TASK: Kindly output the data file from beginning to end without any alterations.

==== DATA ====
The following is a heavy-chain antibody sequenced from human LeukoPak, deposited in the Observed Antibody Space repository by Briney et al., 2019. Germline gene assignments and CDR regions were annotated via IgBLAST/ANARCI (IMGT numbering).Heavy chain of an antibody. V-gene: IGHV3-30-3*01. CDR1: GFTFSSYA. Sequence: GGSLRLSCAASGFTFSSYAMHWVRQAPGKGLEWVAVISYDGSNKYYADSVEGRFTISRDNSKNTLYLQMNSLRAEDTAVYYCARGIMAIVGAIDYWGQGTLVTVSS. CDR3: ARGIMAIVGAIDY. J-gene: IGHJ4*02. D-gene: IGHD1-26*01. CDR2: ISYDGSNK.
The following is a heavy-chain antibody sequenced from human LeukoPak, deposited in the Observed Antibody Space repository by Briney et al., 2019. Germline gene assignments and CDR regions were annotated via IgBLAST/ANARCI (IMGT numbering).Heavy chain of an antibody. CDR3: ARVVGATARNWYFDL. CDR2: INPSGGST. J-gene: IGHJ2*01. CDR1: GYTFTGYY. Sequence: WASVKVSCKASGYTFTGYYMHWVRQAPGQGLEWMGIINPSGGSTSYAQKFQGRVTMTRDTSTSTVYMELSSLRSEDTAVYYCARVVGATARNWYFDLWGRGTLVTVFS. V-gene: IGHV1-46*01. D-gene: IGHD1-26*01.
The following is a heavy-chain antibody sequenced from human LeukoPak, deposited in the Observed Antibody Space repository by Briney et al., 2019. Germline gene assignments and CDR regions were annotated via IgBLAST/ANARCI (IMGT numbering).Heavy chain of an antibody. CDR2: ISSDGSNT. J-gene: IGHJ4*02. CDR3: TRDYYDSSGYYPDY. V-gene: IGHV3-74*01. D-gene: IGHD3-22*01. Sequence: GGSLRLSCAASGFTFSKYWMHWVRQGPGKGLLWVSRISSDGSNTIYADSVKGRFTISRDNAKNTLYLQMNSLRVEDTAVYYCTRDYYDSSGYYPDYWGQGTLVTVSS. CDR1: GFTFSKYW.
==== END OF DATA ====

The following is a heavy-chain antibody sequenced from human LeukoPak, deposited in the Observed Antibody Space repository by Briney et al., 2019. Germline gene assignments and CDR regions were annotated via IgBLAST/ANARCI (IMGT numbering).Heavy chain of an antibody. V-gene: IGHV3-30-3*01. CDR1: GFTFSSYA. Sequence: GGSLRLSCAASGFTFSSYAMHWVRQAPGKGLEWVAVISYDGSNKYYADSVEGRFTISRDNSKNTLYLQMNSLRAEDTAVYYCARGIMAIVGAIDYWGQGTLVTVSS. CDR3: ARGIMAIVGAIDY. J-gene: IGHJ4*02. D-gene: IGHD1-26*01. CDR2: ISYDGSNK.
The following is a heavy-chain antibody sequenced from human LeukoPak, deposited in the Observed Antibody Space repository by Briney et al., 2019. Germline gene assignments and CDR regions were annotated via IgBLAST/ANARCI (IMGT numbering).Heavy chain of an antibody. CDR3: ARVVGATARNWYFDL. CDR2: INPSGGST. J-gene: IGHJ2*01. CDR1: GYTFTGYY. Sequence: WASVKVSCKASGYTFTGYYMHWVRQAPGQGLEWMGIINPSGGSTSYAQKFQGRVTMTRDTSTSTVYMELSSLRSEDTAVYYCARVVGATARNWYFDLWGRGTLVTVFS. V-gene: IGHV1-46*01. D-gene: IGHD1-26*01.
The following is a heavy-chain antibody sequenced from human LeukoPak, deposited in the Observed Antibody Space repository by Briney et al., 2019. Germline gene assignments and CDR regions were annotated via IgBLAST/ANARCI (IMGT numbering).Heavy chain of an antibody. CDR2: ISSDGSNT. J-gene: IGHJ4*02. CDR3: TRDYYDSSGYYPDY. V-gene: IGHV3-74*01. D-gene: IGHD3-22*01. Sequence: GGSLRLSCAASGFTFSKYWMHWVRQGPGKGLLWVSRISSDGSNTIYADSVKGRFTISRDNAKNTLYLQMNSLRVEDTAVYYCTRDYYDSSGYYPDYWGQGTLVTVSS. CDR1: GFTFSKYW.